As Lebanese women continue to struggle with gender inequality, domestic violence, and unfavorable laws, human rights defender Dr. Khouloud Al-Khatib created an app to equip them with the know-how and measures to improve their living status.
In addition to raising awareness, the free App Min Haqqiha (It’s Her Right) is available offline and guides on key issues related to women’s rights in Lebanon.
It presents the Lebanese laws, including the personal status laws related to early marriage, inheritance, custody, and much more.
It also equips women with the needed measures when facing domestic violence, and helps develop an understanding of women’s political participation in Lebanon.
In addition, the App has useful interactive educational quizzes and tools.
Al-Khatib is the co-founder and CEO of the Lebanese Organization for Unity and Defending Equal Rights (LOUDER) and the executive director of the Human Rights Center at the Lebanese International University (LIU).
A lawyer holder of two Master’s Degrees, and a Ph.D. in International Law with an emphasis on human rights, Al-Khouloud is a university associate professor and a member of the Beirut Commission of Basic Freedoms and Human Rights.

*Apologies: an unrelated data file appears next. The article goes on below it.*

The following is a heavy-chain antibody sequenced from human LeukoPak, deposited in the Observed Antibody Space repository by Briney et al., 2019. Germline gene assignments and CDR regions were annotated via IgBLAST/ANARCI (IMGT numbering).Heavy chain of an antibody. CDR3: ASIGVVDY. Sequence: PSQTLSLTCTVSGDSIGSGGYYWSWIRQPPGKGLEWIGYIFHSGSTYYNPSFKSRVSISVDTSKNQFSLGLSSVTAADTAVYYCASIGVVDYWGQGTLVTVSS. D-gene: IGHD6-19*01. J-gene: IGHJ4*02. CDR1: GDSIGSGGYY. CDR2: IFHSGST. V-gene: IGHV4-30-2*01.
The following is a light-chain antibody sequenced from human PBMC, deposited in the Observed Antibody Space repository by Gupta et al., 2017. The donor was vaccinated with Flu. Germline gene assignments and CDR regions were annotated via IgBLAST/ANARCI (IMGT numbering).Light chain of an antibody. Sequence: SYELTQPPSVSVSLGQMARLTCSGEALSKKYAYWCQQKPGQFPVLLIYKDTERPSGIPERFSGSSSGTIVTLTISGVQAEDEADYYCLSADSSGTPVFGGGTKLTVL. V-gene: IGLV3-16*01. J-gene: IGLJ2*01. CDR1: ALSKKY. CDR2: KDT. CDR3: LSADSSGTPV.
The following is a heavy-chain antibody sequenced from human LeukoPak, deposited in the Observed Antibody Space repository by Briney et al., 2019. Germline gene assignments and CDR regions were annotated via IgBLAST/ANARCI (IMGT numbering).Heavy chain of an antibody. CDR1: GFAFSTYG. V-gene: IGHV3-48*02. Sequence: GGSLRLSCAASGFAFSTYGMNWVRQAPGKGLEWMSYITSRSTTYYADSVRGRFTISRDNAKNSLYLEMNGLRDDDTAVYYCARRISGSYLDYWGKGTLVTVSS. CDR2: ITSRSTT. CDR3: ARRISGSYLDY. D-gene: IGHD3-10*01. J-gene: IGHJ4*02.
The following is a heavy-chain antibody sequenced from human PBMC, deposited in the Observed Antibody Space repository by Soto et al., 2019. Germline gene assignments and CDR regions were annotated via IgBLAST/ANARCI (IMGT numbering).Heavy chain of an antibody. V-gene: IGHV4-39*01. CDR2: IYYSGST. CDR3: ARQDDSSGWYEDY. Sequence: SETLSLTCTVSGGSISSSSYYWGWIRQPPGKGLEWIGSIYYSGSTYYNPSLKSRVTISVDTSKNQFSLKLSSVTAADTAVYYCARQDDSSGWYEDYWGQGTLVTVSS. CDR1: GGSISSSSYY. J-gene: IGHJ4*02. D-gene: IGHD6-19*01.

She has provided workshops to Human Rights defenders and lawyers from the MENA region on trial observation mechanisms and human rights protective mechanisms.
Al-Khatib took the initiative to establish the platform Min Haqqiha for Lebanese women to use as a legal and educational reference.
Through her App, she raises awareness on violence against women, cites mechanisms to fight it, and suggests approaches that enable women to participate in public offices and politics.
Min Haqqiha won the Human Rights category in the regional competition iValues, held in Amman, Jordan, by the German Friedrich Naumann Foundation for Freedom (FNF).
The FNF promotes civic education, international political dialogues, and political counseling, and seeks to improve policies and politics in various sectors within the MENA region.
Domestic violence cases have further increased from 51% in December 2020 to nearly 97% by February of this year, according to the head of the Public Relations Division of the Internal Security Forces’ (ISF), Col. Joseph Musallem.
Households struggling to meet basic necessities in Lebanon are facing increasing pressure, especially families that provide for a large number of individuals.
In a similar deteriorating plight, comes the shortfall in women’s political participation, whereas only one woman was appointed in the new Lebanese cabinet.
This illustrates a 26% decrease in women’s representation, as it has declined from 30% in the 2019 cabinet to 4% in the current government.